With the introduction of “moral and national education” classes, the school year in Hong Kong has started with hunger strikes and mass protests this September. To protect future generations from the Chinese Communist Party’s “brainwashing education”, protestors are determined to stand on their grounds until the Hong Kong government takes action to drop such curriculum.

With the introduction of “moral and national education” classes, the school year in Hong Kong has started with hunger strikes and mass protests this September. To protect future generations from the Chinese Communist Party’s “brainwashing education”, protestors are determined to stand on their grounds until the Hong Kong government takes action to drop such curriculum.

Hunger strikers have been joining in relays and organizers said the fast would continue indefinitely. More than 40, 000 people dressed in black chanted outside the city’s legislative council offices on Sept. 2 and the universities are planning on a boycott of classes next week.

Since the strikes and protests broke out, the international media have been keeping up with the latest updates. Many people outside of Hong Kong have made comments. Some cheered for the city’s determination. Yet, many thought the city was overrating to such patriotic education, as it was fairly common in many countries.

It would have been acceptable or even appropriate to many people in Hong Kong if the government was only teaching kids to sing the Chinese national anthem, be respectful to the Chinese flag, and the 3000 years of Chinese history.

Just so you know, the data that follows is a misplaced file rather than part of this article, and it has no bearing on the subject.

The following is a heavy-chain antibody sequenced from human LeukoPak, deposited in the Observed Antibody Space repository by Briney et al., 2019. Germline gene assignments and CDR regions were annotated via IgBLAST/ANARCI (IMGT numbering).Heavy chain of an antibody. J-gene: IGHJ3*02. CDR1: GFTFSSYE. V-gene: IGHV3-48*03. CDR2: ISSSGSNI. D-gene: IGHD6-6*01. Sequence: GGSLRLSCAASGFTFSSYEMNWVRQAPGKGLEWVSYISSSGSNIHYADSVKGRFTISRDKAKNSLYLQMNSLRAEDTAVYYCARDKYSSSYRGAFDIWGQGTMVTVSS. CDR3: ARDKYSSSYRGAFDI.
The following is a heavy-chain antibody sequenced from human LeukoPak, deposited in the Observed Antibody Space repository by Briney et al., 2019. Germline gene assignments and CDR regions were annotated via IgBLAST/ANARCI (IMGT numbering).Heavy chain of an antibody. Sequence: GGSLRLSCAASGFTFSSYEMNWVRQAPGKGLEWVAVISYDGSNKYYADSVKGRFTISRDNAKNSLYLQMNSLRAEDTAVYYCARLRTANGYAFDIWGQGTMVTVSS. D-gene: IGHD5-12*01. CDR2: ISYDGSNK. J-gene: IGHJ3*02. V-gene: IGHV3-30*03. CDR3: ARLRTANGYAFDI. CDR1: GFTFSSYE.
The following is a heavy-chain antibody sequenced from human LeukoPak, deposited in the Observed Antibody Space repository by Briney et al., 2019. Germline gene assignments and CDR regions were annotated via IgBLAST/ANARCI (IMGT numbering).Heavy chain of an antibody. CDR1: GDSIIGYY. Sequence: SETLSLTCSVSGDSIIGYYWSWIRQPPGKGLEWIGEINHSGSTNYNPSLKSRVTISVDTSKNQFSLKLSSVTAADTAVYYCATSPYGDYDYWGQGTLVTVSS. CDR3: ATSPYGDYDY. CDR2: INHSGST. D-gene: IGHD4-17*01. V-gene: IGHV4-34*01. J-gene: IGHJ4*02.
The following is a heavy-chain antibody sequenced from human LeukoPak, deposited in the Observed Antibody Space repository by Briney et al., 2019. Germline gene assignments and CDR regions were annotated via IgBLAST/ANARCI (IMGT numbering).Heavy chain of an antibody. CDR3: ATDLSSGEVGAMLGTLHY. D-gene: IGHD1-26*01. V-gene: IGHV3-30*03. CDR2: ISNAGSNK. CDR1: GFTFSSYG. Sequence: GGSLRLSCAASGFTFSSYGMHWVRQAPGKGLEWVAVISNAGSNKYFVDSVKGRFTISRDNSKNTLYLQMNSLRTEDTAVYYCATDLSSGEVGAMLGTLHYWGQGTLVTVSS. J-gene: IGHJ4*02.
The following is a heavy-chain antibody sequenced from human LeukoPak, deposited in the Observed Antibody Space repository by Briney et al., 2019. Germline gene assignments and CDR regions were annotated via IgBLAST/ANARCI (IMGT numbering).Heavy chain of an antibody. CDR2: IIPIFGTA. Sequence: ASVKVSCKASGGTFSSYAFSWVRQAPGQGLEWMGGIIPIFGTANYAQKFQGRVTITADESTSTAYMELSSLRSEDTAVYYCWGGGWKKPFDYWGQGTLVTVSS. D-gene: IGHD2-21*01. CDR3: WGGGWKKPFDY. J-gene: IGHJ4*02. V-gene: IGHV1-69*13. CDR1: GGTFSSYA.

However, anyone who has read the content of such “patriotic classes” would know that calling it “brainwashing” was simply accurate. In the drafted syllabus, it states that the goal of this new curriculum is to “make children of the future generations understand that the Chinese Communist Party is liberal and selfless, whereas countries like the United States with multiple political parties are doom to social downfalls.”

Such education is making patriotism equivalent to the support for the political party in power. In other words, in order to show their love for China, people in Hong Kong must first worship the Communist Party.

Fifteen years since the Anglo-Chinese turnover, the communist shit has finally hit the fan in Hong Kong. While the city’s government is obviously pro-China, the determination of these hunger strikers and protestors represent the awakening of the citizens.

Famous for being politically indifferent, people in Hong Kong are finally joining forces to fight for what they view as right. Even if their history textbooks may be biased in the coming years, at least the collective memories of fighting against the communism will be a red light to guide their offspring from now on.


Jocelyn Chui graduated from the University of Washington with a degree in journalism. Her passion in reporting lies on finding community stories that may have been overlooked by the crowd.

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